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Wednesday
Aug022017

Steve Hutchens on ACNA's Final Report on Women's Ordination

The Final ACNA Ordination Report

Excerpts:

Was I right? Not entirely, for the Task Force, despite the methodological groundwork it had laid in irresolution because of the existence of differing ecclesiologies, was careful not to tell the bishops explicitly what they should do, but employed terminology that tended toward making the change of the current denominational status quo (i.e., ordained women in some dioceses) a long, distasteful, divisive, anger and angst-filled process, making it easier, much easier, not to change anything, and thus to fall back on denominational unity as the principal value to be served, with no weightier theological reasoning than the necessity to accommodate pre-existing ecclesiologies–the acceptability of none of which is apparently open to questioning–that is, the threat of more time-consuming, divisive, destabilizing, and unpleasant theological work.  Better all-round, it would appear, to make unity the thing by waking only one sleeping dog, and doing it carefully. . . .

The Report is heavily larded with the customary affidavits in defense of the learning, goodness, and godliness of all parties involved.  Alas, another red herring in which this long report seems to have specialized, as in this whole business of treating varieties of churchmanship as bearing on the issue.  A person’s goodness and godliness cannot, we are assured, be tested by his endorsement or rejection of women’s ordination.  Clever, but deceptive, since if someone is right about it, those opposing–who may be good and godly in a general way, but in this case are rejecting his word and will by promulgating error–are behaving badly, even if they don’t usually.  We may certainly believe that the lot of them are Very Nice, but none of that is to the point either.  Right doctrine and practice is good and godly; bad teaching and disobedience is not, and the question here is which of the two mutually exclusive possibilities is right.

Be sure to read the ongoing discussion in the comments below the article.

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Reader Comments (4)

I actually doubt someone's goodness and godliness if they hold to Christian priestesses.

August 3, 2017 | Unregistered CommenterKen

If I may chip in. I read some of that report. One of the thing I am glad it acknowledges is that there are differing views as to *why* women cannot be priests. It laid everything out from the more Anglo-Catholic views espoused by C.S. Lewis to the more Sydney Anglican views that make all women subjected to all men 24/7. The *why* must be addressed. Archbishop Beach and his posse of orthodox bishops cannot simply lay down the hammer and say no more women priests without deciding on what reasons to give for it. Women want to know why.

Hear me out. We live in an age where women have, by and large, discovered what they are capable of. I practically launch rockets into space for a living. I am smart. I have a brain. I get insulted when men tell me that the reason I cannot be a pastor/priest is because I am stupid and easily deceived. These people nearly pushed me into the egalitarian camp on this subject. I remember in my Calvary Chapel days listening to a popular Bible teacher in those circles, who said that the reason women cannot be pastors is because women are easily deceived, and that all heresies have their root with a woman teaching men. Well, I ended up reading church history books. Surprise surprise! Men were inventing most of the heresies. While the heretics (such as the Gnostics) would target women first, I took that as their not being particularly educated in the Bible or in philosophy in that culture, thus making them easy targets. Which is probably why Paul wants them to shut up and learn, so that they aren't a walking target.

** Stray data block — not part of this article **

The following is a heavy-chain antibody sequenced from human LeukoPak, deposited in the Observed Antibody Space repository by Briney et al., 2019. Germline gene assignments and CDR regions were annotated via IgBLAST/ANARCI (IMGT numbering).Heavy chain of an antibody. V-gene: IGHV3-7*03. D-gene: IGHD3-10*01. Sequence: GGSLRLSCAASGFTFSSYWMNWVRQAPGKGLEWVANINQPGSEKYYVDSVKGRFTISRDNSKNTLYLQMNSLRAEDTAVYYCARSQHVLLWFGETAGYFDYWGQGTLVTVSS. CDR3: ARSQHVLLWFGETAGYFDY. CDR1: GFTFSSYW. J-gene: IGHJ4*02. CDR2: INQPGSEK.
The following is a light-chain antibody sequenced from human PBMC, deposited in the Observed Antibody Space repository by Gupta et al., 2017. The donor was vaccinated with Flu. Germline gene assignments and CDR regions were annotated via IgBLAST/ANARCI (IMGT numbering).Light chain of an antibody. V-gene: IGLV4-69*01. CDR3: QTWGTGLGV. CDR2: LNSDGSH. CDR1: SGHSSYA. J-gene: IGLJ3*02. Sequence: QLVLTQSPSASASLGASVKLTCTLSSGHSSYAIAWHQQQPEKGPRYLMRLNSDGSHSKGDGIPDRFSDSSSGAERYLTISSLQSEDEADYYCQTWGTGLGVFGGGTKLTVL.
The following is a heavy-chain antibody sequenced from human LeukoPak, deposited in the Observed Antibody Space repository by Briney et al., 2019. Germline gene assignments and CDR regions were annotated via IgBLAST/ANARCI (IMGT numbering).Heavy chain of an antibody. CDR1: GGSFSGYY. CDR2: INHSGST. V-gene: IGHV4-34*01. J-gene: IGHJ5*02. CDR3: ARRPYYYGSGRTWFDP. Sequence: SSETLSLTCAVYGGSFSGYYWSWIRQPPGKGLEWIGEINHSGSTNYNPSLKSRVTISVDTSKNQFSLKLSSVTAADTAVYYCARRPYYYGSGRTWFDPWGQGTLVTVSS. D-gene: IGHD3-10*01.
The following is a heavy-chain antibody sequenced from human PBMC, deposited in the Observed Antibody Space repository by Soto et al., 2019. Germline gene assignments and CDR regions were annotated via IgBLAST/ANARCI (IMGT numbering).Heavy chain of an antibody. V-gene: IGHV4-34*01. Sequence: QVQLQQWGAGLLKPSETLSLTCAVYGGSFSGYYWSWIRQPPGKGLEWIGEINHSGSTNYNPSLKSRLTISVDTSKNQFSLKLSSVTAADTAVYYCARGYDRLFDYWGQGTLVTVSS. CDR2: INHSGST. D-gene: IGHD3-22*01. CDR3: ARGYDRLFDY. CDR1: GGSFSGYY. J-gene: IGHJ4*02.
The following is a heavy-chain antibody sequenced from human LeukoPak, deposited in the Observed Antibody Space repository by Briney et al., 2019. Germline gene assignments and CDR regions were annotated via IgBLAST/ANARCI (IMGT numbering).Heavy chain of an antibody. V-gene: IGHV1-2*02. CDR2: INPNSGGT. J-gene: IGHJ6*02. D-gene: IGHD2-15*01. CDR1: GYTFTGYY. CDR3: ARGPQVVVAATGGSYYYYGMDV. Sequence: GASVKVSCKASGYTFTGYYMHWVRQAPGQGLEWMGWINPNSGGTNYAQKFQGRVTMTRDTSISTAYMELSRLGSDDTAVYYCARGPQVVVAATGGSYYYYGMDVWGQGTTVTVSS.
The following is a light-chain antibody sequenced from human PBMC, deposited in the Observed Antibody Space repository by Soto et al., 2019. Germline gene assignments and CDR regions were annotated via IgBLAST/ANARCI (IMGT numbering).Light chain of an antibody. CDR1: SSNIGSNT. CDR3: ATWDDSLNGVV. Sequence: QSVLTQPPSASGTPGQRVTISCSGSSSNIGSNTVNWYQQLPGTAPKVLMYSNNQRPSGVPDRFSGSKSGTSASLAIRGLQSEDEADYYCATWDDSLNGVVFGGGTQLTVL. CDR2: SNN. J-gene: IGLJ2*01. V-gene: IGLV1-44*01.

Back to my point. I have had my intelligence grossly insulted. If I am so easily deceived, then how do I know which man to listen to and submit to? See the problem? Quite frankly, I feel that misogyny has had a huge hand in creating this women's ordination problem. Had women been treated with respect all along, would we even be in this mess? For that matter, where is the order of deaconesses that once existed in antiquity? By what right did the bishops have to eradicate it? It's Apostolic! Where is the widow's order, which is also Apostolic? If we still had these today, would we be in this mess? Had our purview not been stolen from us, perhaps we women would have found contentment in those areas of leadership where we have a Biblical mandate to exercise authority (over other women, and as examples of Christlike service)? As it is, we largely feel useless. When we volunteer for anything, we are rarely paid for our labor. Everything we do is micromanaged by the pastor. We are, as it were, treated as perpetual children with no real responsibility. Going to seminary to learn is a dead end, when it should be the start for becoming a deaconess and serious women's ministry (as opposed to the not so serious women's ministry I see most of the time, which involves knitting and baking and not using our brains for anything).

The ACNA must come to the correct action for *the right reasons*. If they turn to a misogynist explanation, it will all be lost. Pope John Paul II was so very wise in this regard. He first apologized for misogyny in the church. He then stated that the church did not have the right to break from what Jesus and the Apostles had established. Finally, he and others embraced a reason that actually makes both Biblical sense and which also speaks to the soul: The pastor/priest is a type of Christ, ministering to the corporate bride. Just as you can't replace a husband with a woman, so you can't replace a priest with a woman. This reason is the only one that ever made any sense to me. It's the reason C.S. Lewis gave, and because of reading that from Lewis, I had naively thought that all orthodox Anglicans thought this way when I first swam the Thames. Sadly, this has turned out not to be so.